“What is the purpose of resisting corporate globalization if not to protect the obscure, the ineffable, the unmarketable, the unmanageable, the local, the poetic and the eccentric? So they need to be practiced, celebrated and studied too, right now.” Rebecca Solnit
I'm a UK-based writer, editor, blogger and educator with a passionate commitment to arts and social justice. I work with non-profit organisation English PEN and publish with independent presses Salt, Shearsman and Wallflower. I'm currently the Poet in Residence at the Archive of the Now, and a film journalist for Sight & Sound and The F-Word, I focus on independent, experimental, and feminist films and film culture.
In my critical work, I explore the political potential of experimental literature and cinema, with an emphasis on feminist artists like Sally Potter, who is the subject of my first critical book The Cinema of Sally Potter: A Politics of Love. As well as teaching university courses on topics ranging from transgender cinema to Anne Carson, I've facilitated workshops for youth organisations like Leave Out Violence and taught creative writing at Anglia Ruskin University, King's College, London, and Middlesex University.
For workshops, creative consultancies, editorial or writing work, contact me at: sophie [at] sophiemayer [dot] net
RAGE premieres this week and (I'm not ashamed to say) I've bought a dress to attend my first-ever film premiere. Find out more about where you can join in with the live interactive screening and Q&A, and read more about the film in my interview with Sally Potter for Bird's Eye View. Read Sally's account of the "wild night" at BFISouthbank here and some of the myriad worldwide reactions to the film, its innovative release strategy and NY and London launches in the articles and blogs gathered here.
Hear Britain's most independent director on her career and new film RAGE (premiering on Thursday 24 September in cinemas across the UK & Ireland with a live Q&A [watch online], available on limited edition DVD now, and direct to your mobile phone from Monday 21 September via Babelgum).
Sunday 27 September 2009
7pm :: limited space::come early
Cinéphilia West, 171 Westbourne Grove, London::map
Three new poems hit the newsstand today, and it's an extra-special issue because Stand was the very first poetry magazine to which I submitted my work, at the suggestion of my amazing English teacher, way back in 199hmmr, hmmr. Jon Silkin, the founding editor, wrote me a beautiful letter encouraging my ambition and suggesting I get a bit more world in my poems, a piece of advice that I return to again and again.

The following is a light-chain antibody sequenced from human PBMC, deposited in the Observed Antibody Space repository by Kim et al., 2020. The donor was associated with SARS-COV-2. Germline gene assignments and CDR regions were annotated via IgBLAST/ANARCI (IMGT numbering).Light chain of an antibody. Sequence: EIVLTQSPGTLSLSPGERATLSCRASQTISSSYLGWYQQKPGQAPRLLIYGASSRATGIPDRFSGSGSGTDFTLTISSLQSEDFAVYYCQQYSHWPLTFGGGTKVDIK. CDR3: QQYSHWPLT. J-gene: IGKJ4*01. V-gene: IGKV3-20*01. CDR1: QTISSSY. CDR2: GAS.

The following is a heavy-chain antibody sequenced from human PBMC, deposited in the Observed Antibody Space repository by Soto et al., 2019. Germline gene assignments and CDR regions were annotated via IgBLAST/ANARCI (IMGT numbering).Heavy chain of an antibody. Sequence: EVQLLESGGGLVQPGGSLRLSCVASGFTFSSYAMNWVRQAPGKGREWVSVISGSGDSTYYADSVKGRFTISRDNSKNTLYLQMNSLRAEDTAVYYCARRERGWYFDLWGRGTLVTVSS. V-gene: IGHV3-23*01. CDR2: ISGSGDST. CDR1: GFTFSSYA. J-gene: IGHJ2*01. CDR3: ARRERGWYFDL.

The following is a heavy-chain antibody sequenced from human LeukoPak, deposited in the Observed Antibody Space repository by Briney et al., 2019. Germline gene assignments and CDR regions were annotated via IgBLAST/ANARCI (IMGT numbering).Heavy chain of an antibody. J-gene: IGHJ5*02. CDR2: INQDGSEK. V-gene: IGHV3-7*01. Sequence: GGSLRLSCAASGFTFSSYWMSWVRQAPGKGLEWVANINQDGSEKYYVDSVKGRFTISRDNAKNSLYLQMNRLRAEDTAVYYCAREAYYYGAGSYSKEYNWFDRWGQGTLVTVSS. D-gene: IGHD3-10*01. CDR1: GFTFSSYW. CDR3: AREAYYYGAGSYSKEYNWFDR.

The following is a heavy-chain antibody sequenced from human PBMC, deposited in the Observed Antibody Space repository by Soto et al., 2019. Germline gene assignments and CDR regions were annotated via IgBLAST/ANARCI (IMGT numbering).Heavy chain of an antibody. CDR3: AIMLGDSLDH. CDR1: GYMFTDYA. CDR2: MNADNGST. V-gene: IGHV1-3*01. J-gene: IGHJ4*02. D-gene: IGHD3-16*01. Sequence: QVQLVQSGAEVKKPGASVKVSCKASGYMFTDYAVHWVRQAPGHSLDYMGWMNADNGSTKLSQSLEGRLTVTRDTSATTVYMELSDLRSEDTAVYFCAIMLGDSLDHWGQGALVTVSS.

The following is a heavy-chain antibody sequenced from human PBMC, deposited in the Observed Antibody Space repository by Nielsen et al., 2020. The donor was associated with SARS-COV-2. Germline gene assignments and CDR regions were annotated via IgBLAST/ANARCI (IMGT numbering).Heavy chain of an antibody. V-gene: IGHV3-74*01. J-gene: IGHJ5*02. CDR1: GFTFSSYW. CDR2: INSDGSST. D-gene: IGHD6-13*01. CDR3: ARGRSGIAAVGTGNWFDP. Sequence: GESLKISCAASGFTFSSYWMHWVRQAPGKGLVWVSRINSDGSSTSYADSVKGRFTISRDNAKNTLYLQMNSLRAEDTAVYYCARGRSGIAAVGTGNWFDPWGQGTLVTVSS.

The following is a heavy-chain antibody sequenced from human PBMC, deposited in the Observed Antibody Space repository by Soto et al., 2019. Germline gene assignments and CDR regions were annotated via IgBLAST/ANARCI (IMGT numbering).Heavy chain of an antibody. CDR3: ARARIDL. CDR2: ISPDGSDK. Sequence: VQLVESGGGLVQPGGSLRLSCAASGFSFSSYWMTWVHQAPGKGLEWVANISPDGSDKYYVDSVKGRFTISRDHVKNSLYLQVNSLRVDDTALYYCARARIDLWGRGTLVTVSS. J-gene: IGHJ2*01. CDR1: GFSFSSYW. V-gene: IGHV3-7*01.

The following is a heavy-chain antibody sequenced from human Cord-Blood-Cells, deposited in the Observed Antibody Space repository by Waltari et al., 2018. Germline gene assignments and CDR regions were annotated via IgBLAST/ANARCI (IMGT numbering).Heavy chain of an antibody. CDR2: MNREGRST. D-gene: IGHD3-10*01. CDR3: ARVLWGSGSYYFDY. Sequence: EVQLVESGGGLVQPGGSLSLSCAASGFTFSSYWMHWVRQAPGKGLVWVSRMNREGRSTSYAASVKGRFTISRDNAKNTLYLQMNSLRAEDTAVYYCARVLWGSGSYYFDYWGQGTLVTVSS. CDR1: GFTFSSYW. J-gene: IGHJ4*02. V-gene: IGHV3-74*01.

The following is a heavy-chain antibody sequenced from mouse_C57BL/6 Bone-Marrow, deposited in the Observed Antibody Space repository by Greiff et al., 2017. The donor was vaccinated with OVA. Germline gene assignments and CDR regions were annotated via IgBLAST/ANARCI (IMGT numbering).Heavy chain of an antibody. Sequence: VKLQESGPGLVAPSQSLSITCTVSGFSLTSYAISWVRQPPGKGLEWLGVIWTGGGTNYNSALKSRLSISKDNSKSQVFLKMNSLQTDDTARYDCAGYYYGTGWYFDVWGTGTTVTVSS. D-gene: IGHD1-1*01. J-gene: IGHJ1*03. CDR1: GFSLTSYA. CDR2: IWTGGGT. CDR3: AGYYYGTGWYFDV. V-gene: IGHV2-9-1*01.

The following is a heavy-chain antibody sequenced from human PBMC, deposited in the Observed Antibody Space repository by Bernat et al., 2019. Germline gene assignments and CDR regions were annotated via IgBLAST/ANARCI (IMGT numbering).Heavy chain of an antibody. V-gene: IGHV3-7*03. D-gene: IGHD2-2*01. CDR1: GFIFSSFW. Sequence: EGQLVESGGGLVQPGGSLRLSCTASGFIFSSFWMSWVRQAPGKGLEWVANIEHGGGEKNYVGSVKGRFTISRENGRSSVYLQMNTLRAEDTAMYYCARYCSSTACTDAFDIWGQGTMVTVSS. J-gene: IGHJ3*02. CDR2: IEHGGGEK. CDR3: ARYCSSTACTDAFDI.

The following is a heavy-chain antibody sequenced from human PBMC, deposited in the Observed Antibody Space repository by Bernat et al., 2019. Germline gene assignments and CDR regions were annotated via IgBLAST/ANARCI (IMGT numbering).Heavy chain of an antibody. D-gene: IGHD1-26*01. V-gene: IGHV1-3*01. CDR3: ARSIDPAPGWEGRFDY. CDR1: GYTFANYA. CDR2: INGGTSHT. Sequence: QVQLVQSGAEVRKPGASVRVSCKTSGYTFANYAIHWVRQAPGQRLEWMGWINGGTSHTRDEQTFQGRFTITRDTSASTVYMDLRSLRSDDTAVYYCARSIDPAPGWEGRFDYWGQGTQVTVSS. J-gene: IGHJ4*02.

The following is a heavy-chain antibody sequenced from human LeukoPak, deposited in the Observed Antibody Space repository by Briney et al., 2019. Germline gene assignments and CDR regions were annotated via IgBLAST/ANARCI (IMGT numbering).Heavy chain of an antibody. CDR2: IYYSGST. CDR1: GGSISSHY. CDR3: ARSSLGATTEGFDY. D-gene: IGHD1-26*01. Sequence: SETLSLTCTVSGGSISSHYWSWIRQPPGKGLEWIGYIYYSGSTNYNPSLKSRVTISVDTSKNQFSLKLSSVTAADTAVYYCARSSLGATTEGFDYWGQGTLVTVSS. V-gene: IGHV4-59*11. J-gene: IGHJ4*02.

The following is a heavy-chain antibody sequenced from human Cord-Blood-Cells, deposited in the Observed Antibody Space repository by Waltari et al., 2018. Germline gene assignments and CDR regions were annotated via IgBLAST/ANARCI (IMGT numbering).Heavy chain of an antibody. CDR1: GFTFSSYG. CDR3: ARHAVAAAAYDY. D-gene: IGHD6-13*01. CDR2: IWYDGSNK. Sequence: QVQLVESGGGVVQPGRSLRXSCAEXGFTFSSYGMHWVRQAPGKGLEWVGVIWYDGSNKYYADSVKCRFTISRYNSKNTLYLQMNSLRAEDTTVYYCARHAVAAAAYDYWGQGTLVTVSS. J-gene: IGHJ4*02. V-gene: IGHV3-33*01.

It's the perfect combination: one fantastic reading series (Salt's Ride the Word) + the eagerly-awaited new issue of a great magazine (Staple: The Art Issue) + fine, fine teas at Yumchaa overlooking the Regent's Canal = the best Saturday night out. Did I mention that it's free?
That's this Saturday 29 August, 7-9 pm (so time to go dancing afterwards). I'll be reading as part of the Staple set -- you can read more about the event on Staple editor Wayne Burrow's blog.
Seven more books from the stacks this month: I've been thinking and writing about how...
It took four years to write -- and details a brilliant career that spans thirty years, from Thriller (1979) through Orlando (1993) to RAGE (2009)... The Cinema of Sally Potter: A Politics of Love is finally here! And it's 30% off in the Wallflower Press online store: bargain!
You can find out more at the launch, which takes place at Hornsey Library on Weds 19th August, from 7 pm. I'll be reading from the book, reading some poems inspired by Sally's films, and showing London Story (1996). The event is free so come and join me!
Here's what some people have said about the book:
Weird how the internet has made of this little ici an everywhere: the connections between communication, travel and place are one theme of the beautiful short film, je suis ici, by Ben Crowe and Preti Taneja. Ben and Preti asked me to write some intertitles, which became a poem, which is now on the film's website. Love it!
Two books about the connections between cinema and writing in the US, published within a month of each other. Both lay claim to a community of "we" based in experimental art, predominantly as practised by queer artists. And there’s absolutely zero connections or cross-over between them. I find that strange. Don't you? To find out more about Daniel Kane's We Saw the Light and Brian Pera & Masha Tupitsyn's collection Life As We Show It, check out my review on the Chroma blog.
I'm introducing Separation and hosting the Q&A for it next Tuesday, 14 July. I've been asked because I wrote a brief essay for the BFI's DVD release of The Other Side of The Underneath, the ground-breaking "lost" feminist film by Separation's star, Jane Arden, It's the first time I've done a Q&A and I'm pretty nervous, especially as Separation is a crazy (and wonderful) film: it "concerns the inner life of a woman during a period of breakdown - marital, and possibly mental. Her past and (possible?) future are revealed through a fragmented but brilliantly achieved and often humorous narrative, in which dreams and desires are as real as the 'swinging' London (complete with Procol Harum music and Mark Boyle light show) of the film's setting." So come swing and ask the film's director Jack Bond some searching questions.
You can book online here or by phone on 020 7928 3232.
Head over to Delirium's Library to find out more about what I've been reading in the shade this June… Thoughts, comments and your reviews welcome!